In terms of intervention by governments, for telco’s specifically, I believe that it is required, as the market is limited to few players due to the structure, barriers to entry (high cost) and the fact that they are using a public resource (spectrum). Therefore, as much as I advocate for free markets myself, the telecoms market is not even close to having enough players to reach perfect competition – and never will – due to the reasons mentioned previously. Furthermore, letting telco’s handle roaming/interconnection etc will only lead to manipulation and collusion. I am all for being open and transparent, but I doubt any consumer really gets what happens in the case of roaming/interconnection (which is where a telco makes a large chunk of its revenues). So Neelie Kroes has a vital role to play.
In addition, subsidized handsets are an area where telco’s themselves get in over their head; on the one hand they increase the likelihood of subscription fraud and on the other they create complexity in terms of billing, installments, bad debts. The playing field is this however: to gain more subscribers than the competitor based on price. We all know that telco’s don’t sell phones, nor should they – they sell (or rent) access to a network. And obviously when a tower is shared by 1000 people instead of 10 the average cost is lower and it seems that one subscriber is subsidizing another. Should they pay what they are actually costing? Possibly, but there are many more things to consider as well. If I am letting private companies provide a service which I want to give to everyone, then these things will happen. There could be/should be a way to deal with this.
Finally, regarding regulation it would be most beneficial, as you point out to use analytics and an understanding of external factors to “anticipate change” and preempt regulations. However, I feel that many execs would operate as is, “skim the froth” of the subscribers (adn their wallets) and then just deal with any future regulations as a given. In the end, the point being made is that we need to keep an eye on the ball, i.e. the ultimate goal, which is to provide a service in the best way possible; this way begins and ends with KISS – in spite of all the stuff going on around the main function of a telco someone should be focused on that ultimate goal and reminding everyone else. Now, to put this into practice… a whole other story.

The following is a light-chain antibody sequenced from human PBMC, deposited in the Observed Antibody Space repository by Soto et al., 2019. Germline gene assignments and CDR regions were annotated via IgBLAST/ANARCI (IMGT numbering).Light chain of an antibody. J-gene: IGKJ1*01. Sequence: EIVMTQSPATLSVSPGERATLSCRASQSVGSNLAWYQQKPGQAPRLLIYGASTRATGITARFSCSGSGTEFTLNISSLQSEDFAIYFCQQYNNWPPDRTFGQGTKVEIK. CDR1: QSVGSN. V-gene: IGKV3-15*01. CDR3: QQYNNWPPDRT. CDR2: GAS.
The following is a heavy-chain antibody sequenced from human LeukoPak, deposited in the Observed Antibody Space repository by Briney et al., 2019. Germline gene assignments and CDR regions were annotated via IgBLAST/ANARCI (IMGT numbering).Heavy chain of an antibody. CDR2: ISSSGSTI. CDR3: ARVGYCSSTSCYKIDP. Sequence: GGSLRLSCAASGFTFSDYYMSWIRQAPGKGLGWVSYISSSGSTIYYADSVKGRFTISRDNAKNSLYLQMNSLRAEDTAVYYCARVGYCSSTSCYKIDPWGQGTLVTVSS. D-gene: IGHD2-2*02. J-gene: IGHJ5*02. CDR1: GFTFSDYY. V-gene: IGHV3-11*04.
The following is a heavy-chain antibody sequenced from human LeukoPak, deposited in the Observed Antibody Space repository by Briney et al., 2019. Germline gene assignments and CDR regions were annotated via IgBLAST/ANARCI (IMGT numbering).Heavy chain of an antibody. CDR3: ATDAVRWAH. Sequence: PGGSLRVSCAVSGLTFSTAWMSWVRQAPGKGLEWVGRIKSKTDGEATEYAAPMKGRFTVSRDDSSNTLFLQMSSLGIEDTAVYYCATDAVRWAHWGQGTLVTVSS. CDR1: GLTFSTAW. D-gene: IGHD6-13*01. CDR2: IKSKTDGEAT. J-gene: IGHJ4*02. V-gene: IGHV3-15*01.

@ Michael, I agree with you. Telcos need to be regulated. There is not enough competition for a completely free market to operate without some degree of government influence. So don’t get me wrong. I’m as cynical about big business as I am about big government 😉
There is an inherent ‘problem’ with the ideal of transparent relationships between telco costs and telco prices, for those telcos that own and run networks. The investment in a network is a long-term deal. Before the network reaches the point of full capacity, there is barely any meaningful relationship between the marginal cost of providing an additional call and what each customer is paying for it. It is like paying a toll to use a road. We want the overall investment to be covered by the individual tolls levied on users, but when do we say the investment has been paid off, and the tolls should be reduced? This is an equation that governments get involved in, but some governments fail to be fully transparent about how, when and why they get involved in this equation. This might mean the telco does not get a fair deal, because prices are lowered too rapidly, denying a fair return on the cost of investment. Or it might mean that tolls remain too high for too long, used to make unreasonable profits, or to cross-subsidize other activities that governments do like. To give a simple example, irrespective of the NSA-style spying scandals, the volume of work that telcos do for law enforcement agencies has grown enormously over the years. Is it obvious to customers that they pay for law enforcement not only through their taxes, but also through their phone bills? In democratic countries, when they vote about such topics, do they consider the possibility that a politician may be saying they care about the cost of living, and how they want to help people manage those costs, whilst in the background the politician also demands that businesses do things which drive up costs for consumers?